The Haunting of Hill House : The Nightmare of Reality

Due to all the books I want to read I rarely get to reread books. Last year I revisited The Turn of the Screw and that’s about it these past few years. With the new show that came out a couple years back, The Haunting of Hill House by Shirley Jackson has been on my mind. It’s been fifteen years since I’ve read it and I’ve forgotten so much. All I know is that so many people have reviewed and dissected this book I wasn’t sure what I could bring to the table. 

For those unfamiliar with the premise, the book is about four individuals who plan to stay at Hill House to observe any supernatural goings-ons for the summer (very early ghost hunting). The leader of the study, Dr. Montague, who is looking for validity, a relative of the owner of the estate, Luke, and two women who’ve had brief experiences with the supernatural, Theo and Eleanor. 

After I was done with my reread I was stunned by what haunted me the most, which were the first and last paragraphs. Bookends that parallel each other, that really got to me at the end. Here’s the opener: 

“No live organism can continue for long to exist sanely under conditions of absolute reality; even larks and katydids are supposed, by some, to dream. Hill House, not sane, stood by itself against its hills, holding darkness within; it had stood so for eighty years and might stand for eighty more.Within, walls continued upright, bricks met nearly, floors were firm, and doors were sensibly shut; silence lay steadily against the wood and stone of Hill House, and whatever walked there, walked alone.”

I don’t know if I’ve ever heard a haunted house described like this, that it’s insane due to its inability to dream and it is ‘absolute reality’. With this in mind, the events of Hill House seem like an inevitable domino fall the moment Eleanor decided to accept Montague’s invitation to stay for the summer.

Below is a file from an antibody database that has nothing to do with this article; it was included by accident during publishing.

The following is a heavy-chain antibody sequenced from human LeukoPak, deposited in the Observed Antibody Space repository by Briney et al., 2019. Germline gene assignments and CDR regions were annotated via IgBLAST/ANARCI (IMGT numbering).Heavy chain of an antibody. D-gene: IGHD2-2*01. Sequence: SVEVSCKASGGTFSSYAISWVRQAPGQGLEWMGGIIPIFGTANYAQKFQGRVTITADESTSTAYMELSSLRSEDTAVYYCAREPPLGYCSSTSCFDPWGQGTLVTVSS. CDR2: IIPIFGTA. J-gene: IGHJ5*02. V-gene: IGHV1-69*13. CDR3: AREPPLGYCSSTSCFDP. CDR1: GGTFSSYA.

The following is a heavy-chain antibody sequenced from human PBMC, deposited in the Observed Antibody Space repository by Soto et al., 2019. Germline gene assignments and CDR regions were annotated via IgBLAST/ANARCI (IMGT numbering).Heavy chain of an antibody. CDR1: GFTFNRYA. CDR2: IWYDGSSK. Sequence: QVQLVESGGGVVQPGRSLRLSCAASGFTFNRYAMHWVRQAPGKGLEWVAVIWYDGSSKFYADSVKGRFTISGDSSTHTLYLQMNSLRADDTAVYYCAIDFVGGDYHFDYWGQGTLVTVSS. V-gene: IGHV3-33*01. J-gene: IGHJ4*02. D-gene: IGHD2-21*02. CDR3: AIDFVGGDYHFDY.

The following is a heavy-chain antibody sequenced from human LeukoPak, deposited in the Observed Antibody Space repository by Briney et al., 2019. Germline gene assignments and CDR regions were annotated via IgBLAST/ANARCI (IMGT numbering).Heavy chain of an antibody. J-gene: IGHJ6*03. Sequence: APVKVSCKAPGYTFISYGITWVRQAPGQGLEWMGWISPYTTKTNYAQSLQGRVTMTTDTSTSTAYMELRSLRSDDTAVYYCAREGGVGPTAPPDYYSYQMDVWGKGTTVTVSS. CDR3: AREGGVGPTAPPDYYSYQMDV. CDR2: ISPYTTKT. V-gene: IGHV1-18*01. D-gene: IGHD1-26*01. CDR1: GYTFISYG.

Due to living with and taking care of her sick mother for over eleven years, all of her twenties, it’s understandable that Eleanor (aka Nell) has had enough of her reality, as she tries to figure out her life after the passing of her mother, and instead chooses to delay the inevitable. 

Nell runs to Hill House full of fantasy and wonder ready for her independent life to begin. On her car ride to Hill House she dreams about how her life can be now that she’s away from her family.

Here and throughout the book Nell constantly repeats the line ‘journeys end in lovers’ meeting’ from Shakepeare’s Twelfth Night. Twelfth Night is a comedy full of mistaken identities, cross-dressing, and everyone falling in love by the end. ‘Journeys end in lovers’ meeting’ is taken from the jester’s carpe diem songs*, all about seizing the day and of course, love, because you can’t find love in the after life. 

Eleanor wants a Shakepeare’ rom-com and ends up getting something far worse, a dose of harsh absolute reality. The first time she sees Hill House a major crack appears on her dream bubble. It is, as Nell puts it, disgusting. 

There’s been plenty of discussion and opinions about the haunting itself, whether it’s real and the root of it. There are multiple witnesses to the happenings in and around the house, so I don’t think it’s someone’s delusion. That said I do think the source is from a single person, Eleanor. 

All the way to the end Nell holds onto her fantasy that this will be her fresh start, but she then collides with a force that’s ‘absolute reality’. All of her insecurities, quirks, and doubts come screaming to the surface. Isolation has made her meek and awkward; she strives to find a new family but ultimately fails. 

The devastating ending is one that will stick with me. Everything I was feeling came together as I read the last paragraph and was left with overwhelming loneliness. I know some might complain that it’s not scary but for me, this was a true horror ending. 

*Twelfth Night, Act II, Scene III [O Mistress mine, where are you roaming?]

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